For instance, J.P. Morgan Chase has its proprietary Onyx coin that it’s now moving to commercialize. Meanwhile, PayPal is moving to make crypto spendable, as are Ternio and Visa via their recent fast-track partnership.

Even firms like Wells Fargo and Bank of America, that have historically been holdouts when it comes to embracing crypto, have been pushed to start seriously investigating it. Gouldman said that’s because banks are increasingly realizing that cryptocurrency is coming, so it’s a reality they have to adapt to — or risk being disrupted by.

“Crypto is happening no matter what, and now companies have to decide to adapt to this new reality that is already happening,” Gouldman said. “The train is on the tracks — it’s gone. So either you’re going to get left behind or you’re going to find a whole new business model that you didn’t know existed before.”

He said blockchain allows for startups that exist on an uneven playing field to compete in an asymmetrical way against the largest financial services providers in the world with solutions that are “better, cheaper, faster” — and now becoming more accessible than ever.

However, Webster noted that no matter how fast or cheap the new rails are, they aren’t better if they lack endpoints where consumers can actually spend their crypto funds easily and directly. She added that building an acceptance model and the necessary endpoints aren’t insignificant challenges. Rails need to connect to accounts, and without both sides of the network in place crypto can’t ignite.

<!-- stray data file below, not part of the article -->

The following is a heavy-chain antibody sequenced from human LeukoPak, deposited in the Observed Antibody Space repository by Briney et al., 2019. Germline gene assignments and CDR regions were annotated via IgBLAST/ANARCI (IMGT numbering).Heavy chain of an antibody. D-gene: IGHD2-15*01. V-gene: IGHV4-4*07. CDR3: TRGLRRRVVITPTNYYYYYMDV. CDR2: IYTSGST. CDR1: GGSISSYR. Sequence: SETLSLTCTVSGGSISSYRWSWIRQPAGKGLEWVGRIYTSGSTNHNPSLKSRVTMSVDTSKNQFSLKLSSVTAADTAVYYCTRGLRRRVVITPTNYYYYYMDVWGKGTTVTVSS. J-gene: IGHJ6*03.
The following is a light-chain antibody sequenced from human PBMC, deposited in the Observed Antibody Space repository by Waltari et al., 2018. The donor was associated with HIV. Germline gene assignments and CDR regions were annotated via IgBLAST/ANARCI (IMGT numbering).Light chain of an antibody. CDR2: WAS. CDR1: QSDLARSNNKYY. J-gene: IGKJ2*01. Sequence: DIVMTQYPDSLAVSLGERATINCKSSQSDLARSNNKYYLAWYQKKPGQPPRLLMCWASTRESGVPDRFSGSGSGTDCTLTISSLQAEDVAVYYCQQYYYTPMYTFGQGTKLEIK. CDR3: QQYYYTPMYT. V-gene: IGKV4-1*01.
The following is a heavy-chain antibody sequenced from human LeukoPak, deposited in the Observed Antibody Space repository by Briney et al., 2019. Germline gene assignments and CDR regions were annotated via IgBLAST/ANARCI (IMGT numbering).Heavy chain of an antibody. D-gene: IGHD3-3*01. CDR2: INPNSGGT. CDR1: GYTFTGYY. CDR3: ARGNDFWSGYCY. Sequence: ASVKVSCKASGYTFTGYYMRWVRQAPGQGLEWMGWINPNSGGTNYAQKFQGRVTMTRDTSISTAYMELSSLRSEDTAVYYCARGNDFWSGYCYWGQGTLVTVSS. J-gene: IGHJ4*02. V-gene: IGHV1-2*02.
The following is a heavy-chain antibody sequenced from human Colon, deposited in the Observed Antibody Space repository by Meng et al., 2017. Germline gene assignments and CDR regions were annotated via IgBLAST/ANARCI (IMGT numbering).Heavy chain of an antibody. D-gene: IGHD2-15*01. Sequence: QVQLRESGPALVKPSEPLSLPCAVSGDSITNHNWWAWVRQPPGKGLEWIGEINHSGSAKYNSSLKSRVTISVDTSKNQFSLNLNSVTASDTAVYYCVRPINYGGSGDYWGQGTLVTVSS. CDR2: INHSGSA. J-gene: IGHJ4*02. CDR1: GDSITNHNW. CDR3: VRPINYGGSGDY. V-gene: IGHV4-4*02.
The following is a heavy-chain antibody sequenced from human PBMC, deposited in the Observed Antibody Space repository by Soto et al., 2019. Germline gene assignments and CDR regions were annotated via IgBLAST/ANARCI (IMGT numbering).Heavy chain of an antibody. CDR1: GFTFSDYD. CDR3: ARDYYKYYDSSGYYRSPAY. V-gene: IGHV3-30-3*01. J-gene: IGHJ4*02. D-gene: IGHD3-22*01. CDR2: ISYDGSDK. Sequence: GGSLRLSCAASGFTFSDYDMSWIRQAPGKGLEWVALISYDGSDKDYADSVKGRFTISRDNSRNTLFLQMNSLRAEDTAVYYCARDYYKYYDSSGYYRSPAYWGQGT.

But Gouldman said those connections are already under construction. For instance, Ternio’s recent partnership with Visa is building those endpoints, as is PayPal’s recent crypto expansion and the Chinese government’s embrace of cryptocurrency. From where Gouldman stands, it’s just a matter of time before we see full adoption.

Gradually, Gradually, Suddenly 

That said, Gouldman can’t say what the exact timeline for what comes next looks like. As is often the case when big shifts are underway, progress moves very slowly before seemingly exploding to a place where everything happens all at once.

However, Gouldman said, when that explosive ignition point comes is anyone’s guess — and there are hurdles to overcome. For example, the privacy (or lack thereof) with crypto remains a nagging difficulty, as there’s a whole subset of crypto enthusiasts who value digital currency as a mechanism for protecting anonymity.

Gouldman said the problem is that blockchain’s structure actually allows for unprecedented transparency such that it would be easily possible for the government to track every single purchase a consumer has ever made via crypto. He said that’s unlikely, but the issue remains a tension point.

But despite such concerns, Gouldman believes changes are coming — spurred by consumers with digitized spending habits and institutions looking for a better way to move around funds.

“I think we’ll look back at this and in a couple of years — I don’t know how many — tapping into cryptocurrency to move funds will just become very normal,” he said.